Same time as the opponent's attack connects (or same time as he throws the attack)? I'm assuming it's when it connects. I also assume you gotta be at the propper propper matching stance for the deflection to work.

The deflection you mean?

Were these deflection instructions in the tutorial?

And if you guys can confirm this stuff by asking the devs, please do! :o

And thanks a lot for this info, guys. It makes a lot of sense. I really can't think of a better way for the deflections to work. If you do it early, you get wacked.


How so?

Yes you have to be in the proper stance and then attack just as your opponent is attacking in order to parry your opponent like in the gif. above.

Altair_Snake
08-30-2015, 06:10 PM
Thanks, bruh!


It was easy to get used to not attacking first and try to guard break while the enemy is attacking.
Did you pull that off? I was under the impression that guard breaks would simply fail if the enemy is attacking you, even if the guard break connects much sooner than the attack. In this case the guard break simply whiffs. It seems fair to me. Other games have used similar mechanics.

Willaguy2010
08-30-2015, 06:15 PM
Thanks, bruh!


Did you pull that off? I was under the impression that guard breaks would simply fail if the enemy is attacking you, even if the guard break connects much sooner than the attack. In this case the guard break simply whiffs. It seems fair to me. Other games have used similar mechanics.

To be more specific you would want to wait after he tries landing a hit, but I meant just in his series of attacks. And yes it won't work if you do it in the middle of his attack.

MisterWillow
08-30-2015, 10:37 PM
Yes you have to be in the proper stance and then attack just as your opponent is attacking in order to parry your opponent like in the gif. above.

I don't want to argue with you, especially since you've played it (and spoken to the devs) and I have not, but that doesn't make sense. If two opponents are attacking in the same stance, with the same attack, at the same time, how does the game decide who parries who? Wouldn't there be just as much a chance for you to be parried instead of your opponent, despite your every intention to parry them?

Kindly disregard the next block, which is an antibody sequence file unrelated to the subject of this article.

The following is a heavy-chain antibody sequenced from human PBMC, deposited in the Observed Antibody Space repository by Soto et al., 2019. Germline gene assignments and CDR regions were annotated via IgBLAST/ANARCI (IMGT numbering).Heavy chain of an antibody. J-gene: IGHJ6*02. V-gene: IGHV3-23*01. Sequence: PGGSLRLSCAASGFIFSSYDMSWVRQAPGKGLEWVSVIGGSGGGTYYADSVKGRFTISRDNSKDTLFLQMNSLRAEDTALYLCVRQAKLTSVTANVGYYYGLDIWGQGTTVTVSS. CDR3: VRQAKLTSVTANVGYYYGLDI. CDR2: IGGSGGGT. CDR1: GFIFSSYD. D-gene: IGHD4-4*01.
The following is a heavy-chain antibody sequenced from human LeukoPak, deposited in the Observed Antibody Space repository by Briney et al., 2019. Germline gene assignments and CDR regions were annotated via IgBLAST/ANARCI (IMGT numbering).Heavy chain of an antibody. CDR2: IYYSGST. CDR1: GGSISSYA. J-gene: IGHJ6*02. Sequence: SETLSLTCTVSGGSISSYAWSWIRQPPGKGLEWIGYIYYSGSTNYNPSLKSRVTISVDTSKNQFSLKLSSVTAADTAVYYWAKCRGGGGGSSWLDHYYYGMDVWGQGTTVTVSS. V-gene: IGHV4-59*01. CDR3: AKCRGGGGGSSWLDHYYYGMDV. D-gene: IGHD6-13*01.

Also, there was video from Gamescom of this scenario happening, and the swords just bounced off each other (or both opponents being hit) without a parry. (taken from HERE (https://www.youtube.com/watch?v=ed_8SaN4lyQ) at 4:35)

https://j.gifs.com/yAqZqG.gif

Dead1y-Derri
08-30-2015, 11:17 PM
I don't want to argue with you, especially since you've played it (and spoken to the devs) and I have not, but that doesn't make sense. If two opponents are attacking in the same stance, with the same attack, at the same time, how does the game decide who parries who? Wouldn't there be just as much a chance for you to be parried instead of your opponent, despite your every intention to parry them?

Also, there was video from Gamescom of this scenario happening, and the swords just bounced off each other (or both opponents being hit) without a parry. (taken from HERE (https://www.youtube.com/watch?v=ed_8SaN4lyQ) at 4:35)

https://j.gifs.com/yAqZqG.gif

Well I could be wrong, I can openly admit that as I was at a busy booth at the time and a lot happened in that day so I could be remembering it wrong.